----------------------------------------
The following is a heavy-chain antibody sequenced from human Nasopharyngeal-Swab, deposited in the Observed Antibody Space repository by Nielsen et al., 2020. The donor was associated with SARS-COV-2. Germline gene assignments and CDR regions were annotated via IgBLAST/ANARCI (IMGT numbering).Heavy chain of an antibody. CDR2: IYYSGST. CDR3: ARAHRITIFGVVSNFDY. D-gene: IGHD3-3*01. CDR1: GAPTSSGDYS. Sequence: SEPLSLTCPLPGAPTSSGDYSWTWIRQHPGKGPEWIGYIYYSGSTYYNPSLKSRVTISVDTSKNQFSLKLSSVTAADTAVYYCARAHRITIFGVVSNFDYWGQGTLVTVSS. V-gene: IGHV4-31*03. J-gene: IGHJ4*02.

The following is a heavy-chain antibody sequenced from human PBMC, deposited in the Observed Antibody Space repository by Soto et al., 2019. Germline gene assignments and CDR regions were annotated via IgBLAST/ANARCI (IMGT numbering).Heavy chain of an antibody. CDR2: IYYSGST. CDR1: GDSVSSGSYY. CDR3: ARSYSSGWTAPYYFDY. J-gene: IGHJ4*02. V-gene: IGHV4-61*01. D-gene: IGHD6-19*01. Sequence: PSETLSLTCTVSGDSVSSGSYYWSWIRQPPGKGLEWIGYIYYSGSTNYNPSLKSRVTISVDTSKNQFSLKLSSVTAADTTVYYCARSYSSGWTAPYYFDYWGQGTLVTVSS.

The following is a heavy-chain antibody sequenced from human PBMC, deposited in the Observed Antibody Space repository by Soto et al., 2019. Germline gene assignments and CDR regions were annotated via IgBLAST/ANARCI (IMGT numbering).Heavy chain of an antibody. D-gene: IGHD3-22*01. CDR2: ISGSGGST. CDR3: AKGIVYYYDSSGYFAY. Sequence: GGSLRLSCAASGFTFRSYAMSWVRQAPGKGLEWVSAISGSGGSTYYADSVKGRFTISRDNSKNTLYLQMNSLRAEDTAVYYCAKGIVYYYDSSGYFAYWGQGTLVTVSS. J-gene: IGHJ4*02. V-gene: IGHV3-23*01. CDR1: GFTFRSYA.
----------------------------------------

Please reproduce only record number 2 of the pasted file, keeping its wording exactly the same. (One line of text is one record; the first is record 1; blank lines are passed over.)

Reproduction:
The following is a heavy-chain antibody sequenced from human PBMC, deposited in the Observed Antibody Space repository by Soto et al., 2019. Germline gene assignments and CDR regions were annotated via IgBLAST/ANARCI (IMGT numbering).Heavy chain of an antibody. CDR2: IYYSGST. CDR1: GDSVSSGSYY. CDR3: ARSYSSGWTAPYYFDY. J-gene: IGHJ4*02. V-gene: IGHV4-61*01. D-gene: IGHD6-19*01. Sequence: PSETLSLTCTVSGDSVSSGSYYWSWIRQPPGKGLEWIGYIYYSGSTNYNPSLKSRVTISVDTSKNQFSLKLSSVTAADTTVYYCARSYSSGWTAPYYFDYWGQGTLVTVSS.